Interdependence, Not Independence Part III
Like many in the Western tradition, Buddhists understood that our primary understanding of the world around ourselves is mediated in and through our self. Some Westerners, such as Pico della Mirandola, taught that the human person must be understood as a microcosm in which one can find a reflection of all that is found within the world at large. By examining ourselves, by coming to understand our own nature, we should be able to form an understanding of the universe. The sibyl’s challenge to “know thyself” became a profound declaration of what a wise person should seek to do. It was believed that one who knew oneself properly would come to rightfully know the world. While among all phenomena we have our greatest familiarity with our own self, exploring who and what we are, we find our own self to be mysterious and beyond our own mental grasp. It is after observing what goes on in our interior life, what it is we do, and how it is that we do what we do, that we realize we have to explore that which transcends ourselves. It would be quite absurd to believe that we can know anything outside of ourselves without knowing how we know, and that can only be established by coming to know ourselves. We are our own source for understanding the world around us; everything that we perceive outside of our self is perceived through our own senses. Our mind is our own mediator to the world at large. The less we know the means we have to understanding the world, the less we can really understand it. We must discover whether or not our perceptions are faulty, a task for our mind to work out. In doing so, it becomes obvious that our mind imprints itself upon our perceptions; it reads the world at large through its own self-created hermeneutic. Has it created a lens which distorts, or can it be trusted? How could we answer to that question? It is an important question which we must address for ourselves. To know if our sense of the world is correct, we must know that our means of understanding the world is correct. This shows why the science of psychology is important. Psychology seeks to understand the human mind, which is the vehicle of our own perceptions.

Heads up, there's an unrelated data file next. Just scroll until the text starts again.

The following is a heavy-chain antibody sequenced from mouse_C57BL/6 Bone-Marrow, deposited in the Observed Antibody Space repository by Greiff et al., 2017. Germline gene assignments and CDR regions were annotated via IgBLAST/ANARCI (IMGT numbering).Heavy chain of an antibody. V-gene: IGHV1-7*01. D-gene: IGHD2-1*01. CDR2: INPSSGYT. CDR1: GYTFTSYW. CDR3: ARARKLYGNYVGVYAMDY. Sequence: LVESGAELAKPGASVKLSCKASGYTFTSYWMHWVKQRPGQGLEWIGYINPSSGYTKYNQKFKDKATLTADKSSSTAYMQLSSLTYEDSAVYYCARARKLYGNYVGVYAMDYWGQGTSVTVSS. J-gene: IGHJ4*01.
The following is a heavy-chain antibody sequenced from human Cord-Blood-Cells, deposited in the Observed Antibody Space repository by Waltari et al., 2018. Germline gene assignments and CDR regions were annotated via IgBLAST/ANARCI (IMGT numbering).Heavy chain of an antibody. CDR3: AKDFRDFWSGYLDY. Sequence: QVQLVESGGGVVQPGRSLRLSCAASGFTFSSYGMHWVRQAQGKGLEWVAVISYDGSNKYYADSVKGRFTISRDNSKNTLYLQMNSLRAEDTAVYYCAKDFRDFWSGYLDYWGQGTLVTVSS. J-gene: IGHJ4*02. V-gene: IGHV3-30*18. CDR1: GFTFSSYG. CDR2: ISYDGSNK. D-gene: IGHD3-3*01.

Yet, the more we explore these issues, the more we must find out that we are connected to the world around us. Just as our actions in the world can influence it, so does the world and what happens in it influence our own lives. As we have an effect on the world at large, we also have an effect on the people we come in contact with; just as the world can affect us, so do these people have the ability to influence us, and through such influences, bring changes into our lives – and with those changes, we can and often do become new people. Indeed, while we explore ourselves and try to find out who it is we are, when we come into contact with others, we find out that there are parts of our lives, parts of our existence, that we can know only through the relationships we have with them. How can we truly know ourselves unless we know how we interact with others? Are we a loving? Are we helpful? Are we uncharitable? Are we unkind? How would we know if we try to live on our own, away from all contact with the world at large?
By exploring our relationships with others, we can explore aspects of ourselves, aspects of our personalities, which we would not otherwise observe. Indeed, one might even say, without such contact, we might not even possess these qualities; rather, they are only seeded in our consciousness after such contact has been made. But without them, how human are we really? These qualities are important parts of our selves. They lead us to know more about ourselves, to identify to ourselves, and to others, who we are. But if this is the case, then our knowledge of ourselves can never be accomplished without contact with others. We are not fully ourselves without having someone else being there in our life; we cannot be ourselves by being living in seclusion only with our self! That is, if we were independent, alone, and left with nothing else but our own self, we would never manifest the fullness of our own potential. By coming to understand this, we can see that, to be ourselves, we are dependent upon phenomena that are external to ourselves. We can never be independent if we want to reach our full potential. We can try to totally cut off ourselves from the world around us and try to claim we are independent, but whenever this is done, it becomes only a delusional claim.